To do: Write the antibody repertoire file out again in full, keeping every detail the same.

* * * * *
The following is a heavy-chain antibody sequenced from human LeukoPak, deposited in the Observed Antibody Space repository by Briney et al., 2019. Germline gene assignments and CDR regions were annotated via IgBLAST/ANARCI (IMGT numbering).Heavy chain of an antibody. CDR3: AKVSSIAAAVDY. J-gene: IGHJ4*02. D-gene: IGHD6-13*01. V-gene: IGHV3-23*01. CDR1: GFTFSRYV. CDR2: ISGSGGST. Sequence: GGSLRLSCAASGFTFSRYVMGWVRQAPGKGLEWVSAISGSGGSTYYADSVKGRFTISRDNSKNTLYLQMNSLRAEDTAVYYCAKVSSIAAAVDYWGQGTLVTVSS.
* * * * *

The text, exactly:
The following is a heavy-chain antibody sequenced from human LeukoPak, deposited in the Observed Antibody Space repository by Briney et al., 2019. Germline gene assignments and CDR regions were annotated via IgBLAST/ANARCI (IMGT numbering).Heavy chain of an antibody. CDR3: AKVSSIAAAVDY. J-gene: IGHJ4*02. D-gene: IGHD6-13*01. V-gene: IGHV3-23*01. CDR1: GFTFSRYV. CDR2: ISGSGGST. Sequence: GGSLRLSCAASGFTFSRYVMGWVRQAPGKGLEWVSAISGSGGSTYYADSVKGRFTISRDNSKNTLYLQMNSLRAEDTAVYYCAKVSSIAAAVDYWGQGTLVTVSS.